In the News

Jim Adams is honored in 2002

Manchester University mourns Professor Emeritus Jim Adams

Jim Adams, the 2002 U.S. Professor of the Year, died Monday, Aug. 5. He was a northeast Indiana resident, living in North Manchester and teaching at Manchester University until his retirement in 2008.

Arrangements are in care of McKee Mortuary. The celebration of life is 3 p.m. Sunday, Aug. 11 in the upper level of the Jo Young Switzer Center. Visitation begins at 2 p.m. and continues following the celebration.

The following is an email sent to members of the University community late Monday by President Dave McFadden.

Dear friends,

It is with great sadness that I share the news that Professor Emeritus James R.C. Adams died earlier today, Monday, Aug. 5. He was 90 years old.

For those of you who don’t know, Jim was married to our friend and colleague Thelma Rohrer, dean of the College of Arts and Humanities. I know that we will support Thelma and hold her in our prayers in the days ahead. 

On the Manchester faculty from 1957 to 2008, Jim had a remarkable life and career. Our community celebrated with pride in 2002 when the Carnegie Foundation for the Advancement for Teaching and the Council for Advancement and Support of Education named Jim U.S. Professor of the Year, the nation’s premier honor for extraordinary dedication to undergraduate teaching. Then-President Parker Marden called the award “a marvelous honor for a great teacher, a fine artist, an excellent campus citizen and a remarkable exemplar of service learning.”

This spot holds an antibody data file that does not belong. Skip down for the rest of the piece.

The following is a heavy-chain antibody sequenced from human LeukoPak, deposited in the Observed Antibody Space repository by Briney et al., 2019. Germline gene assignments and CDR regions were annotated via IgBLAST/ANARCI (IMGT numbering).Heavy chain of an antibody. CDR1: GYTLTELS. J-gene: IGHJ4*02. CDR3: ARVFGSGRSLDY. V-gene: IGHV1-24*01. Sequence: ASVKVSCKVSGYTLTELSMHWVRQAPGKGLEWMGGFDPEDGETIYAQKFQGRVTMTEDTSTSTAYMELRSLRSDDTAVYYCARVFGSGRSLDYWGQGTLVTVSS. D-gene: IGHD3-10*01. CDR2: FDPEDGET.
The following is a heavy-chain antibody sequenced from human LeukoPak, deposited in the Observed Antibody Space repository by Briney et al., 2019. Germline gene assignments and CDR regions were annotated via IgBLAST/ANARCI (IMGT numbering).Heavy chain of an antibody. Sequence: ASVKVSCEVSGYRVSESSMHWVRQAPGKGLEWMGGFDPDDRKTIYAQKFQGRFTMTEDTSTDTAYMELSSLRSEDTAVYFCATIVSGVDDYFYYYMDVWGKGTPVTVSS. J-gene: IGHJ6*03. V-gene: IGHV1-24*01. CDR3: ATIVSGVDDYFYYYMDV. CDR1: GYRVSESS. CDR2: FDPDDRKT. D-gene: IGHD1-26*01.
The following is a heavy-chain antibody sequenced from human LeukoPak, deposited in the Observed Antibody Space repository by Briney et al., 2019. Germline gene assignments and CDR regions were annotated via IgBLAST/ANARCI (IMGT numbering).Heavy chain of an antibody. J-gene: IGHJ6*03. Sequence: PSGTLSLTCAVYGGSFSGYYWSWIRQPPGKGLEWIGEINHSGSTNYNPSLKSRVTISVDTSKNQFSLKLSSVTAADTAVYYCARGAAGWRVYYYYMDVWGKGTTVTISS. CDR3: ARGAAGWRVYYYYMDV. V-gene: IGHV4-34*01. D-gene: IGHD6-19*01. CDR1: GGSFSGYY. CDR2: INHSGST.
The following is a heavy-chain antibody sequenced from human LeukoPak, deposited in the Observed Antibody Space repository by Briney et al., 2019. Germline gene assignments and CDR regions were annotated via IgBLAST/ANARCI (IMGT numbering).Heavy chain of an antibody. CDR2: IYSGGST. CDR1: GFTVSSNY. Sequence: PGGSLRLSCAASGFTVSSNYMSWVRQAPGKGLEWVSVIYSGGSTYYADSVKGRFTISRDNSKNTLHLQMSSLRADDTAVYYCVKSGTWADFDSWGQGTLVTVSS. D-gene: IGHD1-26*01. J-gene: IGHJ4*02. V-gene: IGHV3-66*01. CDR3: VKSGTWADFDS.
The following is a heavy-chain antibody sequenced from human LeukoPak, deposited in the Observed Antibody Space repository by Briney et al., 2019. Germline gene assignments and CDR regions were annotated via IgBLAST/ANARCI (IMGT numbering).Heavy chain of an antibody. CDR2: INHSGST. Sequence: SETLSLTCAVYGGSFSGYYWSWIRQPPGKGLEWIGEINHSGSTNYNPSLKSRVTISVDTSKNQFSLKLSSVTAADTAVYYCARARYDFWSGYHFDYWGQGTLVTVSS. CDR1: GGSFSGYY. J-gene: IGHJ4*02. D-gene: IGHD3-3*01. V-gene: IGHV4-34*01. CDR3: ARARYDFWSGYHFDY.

At Manchester, Jim taught in the art, English, music and Spanish departments, integrating service and interdisciplinary approaches to learning. His courses included painting, drawing, art history, photography, and a course called Exploring the Arts, among others. Jim also was instrumental in developing what Manchester then called First-Year Colloquium courses, designed to help first-year students apply writing, research and communication skills to an interesting topic. 

Jim was passionate about global travel and leading students in study abroad experiences, and he loved to apply what he learned to his teaching. One of many newspaper stories written about Jim reported that he had traveled to around 50 countries, spoke five languages and read seven others in addition to English. 

Throughout his adult life, Jim was a practicing artist and won numerous awards for his painting and photography. 

Many of Jim’s students considered him a mentor, someone who was kind and believed in them and their abilities. “I want my students to become inquisitive,” Jim once wrote, “to gain self-confidence, and to believe that they can meet any challenge if they try hard enough.” He also expected them to learn enough about the civilization to which they belonged to join in what Robert M. Hutchins called “the great conversation.”

A longtime resident of North Manchester, Jim did much to strengthen and enrich the community, working on community development, town planning and researching funding opportunities for town development projects. He directed important restoration projects of historic buildings in nearby communities.

He was a frequent lecturer at the Fort Wayne Museum of Art and broadcast a yearlong radio series about classical music on a popular Fort Wayne radio station. For many years, he wrote the program notes for the Manchester Symphony Orchestra concerts.

A native of West Virginia, Jim earned undergraduate degrees at George Washington University and the Corcoran School of Art. He also earned a Master of Fine Arts at the Instituto Allende, affiliated with the University of Guanajuato, Mexico, and spent three years at the Ruskin School of Art at Oxford University. 

There is so much more I could say about Jim. He used his many interests and talents to benefit others. He lived fully and deeply and with kindness and gratitude. Manchester is richer for his time on Earth and we will miss him.


Dave McFadden
Manchester University

Aug. 6, 2019